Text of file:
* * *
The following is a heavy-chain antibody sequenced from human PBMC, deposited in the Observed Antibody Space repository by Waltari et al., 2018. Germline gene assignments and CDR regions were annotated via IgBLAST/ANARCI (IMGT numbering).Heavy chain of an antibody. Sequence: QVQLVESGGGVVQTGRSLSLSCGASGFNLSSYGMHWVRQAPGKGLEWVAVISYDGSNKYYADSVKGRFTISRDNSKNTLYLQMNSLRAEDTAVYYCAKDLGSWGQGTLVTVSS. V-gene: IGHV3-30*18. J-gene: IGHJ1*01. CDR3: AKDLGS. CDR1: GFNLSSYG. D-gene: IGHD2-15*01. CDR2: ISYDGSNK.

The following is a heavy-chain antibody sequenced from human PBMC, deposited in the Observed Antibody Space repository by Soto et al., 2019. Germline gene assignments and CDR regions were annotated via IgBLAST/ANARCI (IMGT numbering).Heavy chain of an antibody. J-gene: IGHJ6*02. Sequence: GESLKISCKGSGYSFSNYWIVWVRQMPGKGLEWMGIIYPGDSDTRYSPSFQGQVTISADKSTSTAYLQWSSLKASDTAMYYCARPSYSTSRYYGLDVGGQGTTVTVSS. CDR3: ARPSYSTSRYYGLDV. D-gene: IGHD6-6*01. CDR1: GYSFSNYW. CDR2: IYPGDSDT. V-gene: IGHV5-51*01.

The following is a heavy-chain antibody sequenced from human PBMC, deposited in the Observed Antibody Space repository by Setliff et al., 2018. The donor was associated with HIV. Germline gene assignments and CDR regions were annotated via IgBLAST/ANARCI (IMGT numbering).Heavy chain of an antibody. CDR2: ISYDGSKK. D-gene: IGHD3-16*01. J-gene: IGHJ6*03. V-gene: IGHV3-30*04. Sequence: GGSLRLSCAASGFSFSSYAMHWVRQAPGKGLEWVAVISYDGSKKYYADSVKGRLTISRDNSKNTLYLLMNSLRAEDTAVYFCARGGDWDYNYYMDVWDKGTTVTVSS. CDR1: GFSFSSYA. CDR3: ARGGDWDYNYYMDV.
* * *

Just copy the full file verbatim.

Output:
The following is a heavy-chain antibody sequenced from human PBMC, deposited in the Observed Antibody Space repository by Waltari et al., 2018. Germline gene assignments and CDR regions were annotated via IgBLAST/ANARCI (IMGT numbering).Heavy chain of an antibody. Sequence: QVQLVESGGGVVQTGRSLSLSCGASGFNLSSYGMHWVRQAPGKGLEWVAVISYDGSNKYYADSVKGRFTISRDNSKNTLYLQMNSLRAEDTAVYYCAKDLGSWGQGTLVTVSS. V-gene: IGHV3-30*18. J-gene: IGHJ1*01. CDR3: AKDLGS. CDR1: GFNLSSYG. D-gene: IGHD2-15*01. CDR2: ISYDGSNK.

The following is a heavy-chain antibody sequenced from human PBMC, deposited in the Observed Antibody Space repository by Soto et al., 2019. Germline gene assignments and CDR regions were annotated via IgBLAST/ANARCI (IMGT numbering).Heavy chain of an antibody. J-gene: IGHJ6*02. Sequence: GESLKISCKGSGYSFSNYWIVWVRQMPGKGLEWMGIIYPGDSDTRYSPSFQGQVTISADKSTSTAYLQWSSLKASDTAMYYCARPSYSTSRYYGLDVGGQGTTVTVSS. CDR3: ARPSYSTSRYYGLDV. D-gene: IGHD6-6*01. CDR1: GYSFSNYW. CDR2: IYPGDSDT. V-gene: IGHV5-51*01.

The following is a heavy-chain antibody sequenced from human PBMC, deposited in the Observed Antibody Space repository by Setliff et al., 2018. The donor was associated with HIV. Germline gene assignments and CDR regions were annotated via IgBLAST/ANARCI (IMGT numbering).Heavy chain of an antibody. CDR2: ISYDGSKK. D-gene: IGHD3-16*01. J-gene: IGHJ6*03. V-gene: IGHV3-30*04. Sequence: GGSLRLSCAASGFSFSSYAMHWVRQAPGKGLEWVAVISYDGSKKYYADSVKGRLTISRDNSKNTLYLLMNSLRAEDTAVYFCARGGDWDYNYYMDVWDKGTTVTVSS. CDR1: GFSFSSYA. CDR3: ARGGDWDYNYYMDV.